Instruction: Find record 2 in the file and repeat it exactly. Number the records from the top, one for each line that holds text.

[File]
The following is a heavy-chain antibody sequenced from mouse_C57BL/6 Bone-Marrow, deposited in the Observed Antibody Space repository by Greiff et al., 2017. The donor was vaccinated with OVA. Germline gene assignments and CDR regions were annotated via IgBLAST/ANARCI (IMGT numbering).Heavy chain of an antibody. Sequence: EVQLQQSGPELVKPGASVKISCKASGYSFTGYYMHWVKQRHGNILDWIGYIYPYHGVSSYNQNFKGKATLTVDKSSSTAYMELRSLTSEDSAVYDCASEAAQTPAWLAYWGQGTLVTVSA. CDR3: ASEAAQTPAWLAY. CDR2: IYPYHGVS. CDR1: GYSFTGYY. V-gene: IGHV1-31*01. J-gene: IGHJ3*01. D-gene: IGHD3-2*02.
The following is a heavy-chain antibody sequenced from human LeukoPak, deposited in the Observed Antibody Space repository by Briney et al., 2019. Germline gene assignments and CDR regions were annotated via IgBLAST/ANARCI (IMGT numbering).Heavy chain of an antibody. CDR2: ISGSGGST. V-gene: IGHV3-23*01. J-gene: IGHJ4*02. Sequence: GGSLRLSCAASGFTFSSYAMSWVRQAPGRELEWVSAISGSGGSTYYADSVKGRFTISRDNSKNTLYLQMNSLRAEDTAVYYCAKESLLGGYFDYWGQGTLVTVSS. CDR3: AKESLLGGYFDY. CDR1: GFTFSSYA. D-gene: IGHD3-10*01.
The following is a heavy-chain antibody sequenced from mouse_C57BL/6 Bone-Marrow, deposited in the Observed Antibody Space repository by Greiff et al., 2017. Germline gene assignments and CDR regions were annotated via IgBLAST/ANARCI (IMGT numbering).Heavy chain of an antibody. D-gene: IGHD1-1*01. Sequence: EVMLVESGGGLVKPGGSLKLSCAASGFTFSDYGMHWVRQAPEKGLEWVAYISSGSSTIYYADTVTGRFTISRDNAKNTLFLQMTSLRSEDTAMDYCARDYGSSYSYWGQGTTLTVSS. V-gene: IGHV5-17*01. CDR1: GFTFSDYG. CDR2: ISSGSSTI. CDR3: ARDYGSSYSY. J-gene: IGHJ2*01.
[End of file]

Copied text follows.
The following is a heavy-chain antibody sequenced from human LeukoPak, deposited in the Observed Antibody Space repository by Briney et al., 2019. Germline gene assignments and CDR regions were annotated via IgBLAST/ANARCI (IMGT numbering).Heavy chain of an antibody. CDR2: ISGSGGST. V-gene: IGHV3-23*01. J-gene: IGHJ4*02. Sequence: GGSLRLSCAASGFTFSSYAMSWVRQAPGRELEWVSAISGSGGSTYYADSVKGRFTISRDNSKNTLYLQMNSLRAEDTAVYYCAKESLLGGYFDYWGQGTLVTVSS. CDR3: AKESLLGGYFDY. CDR1: GFTFSSYA. D-gene: IGHD3-10*01.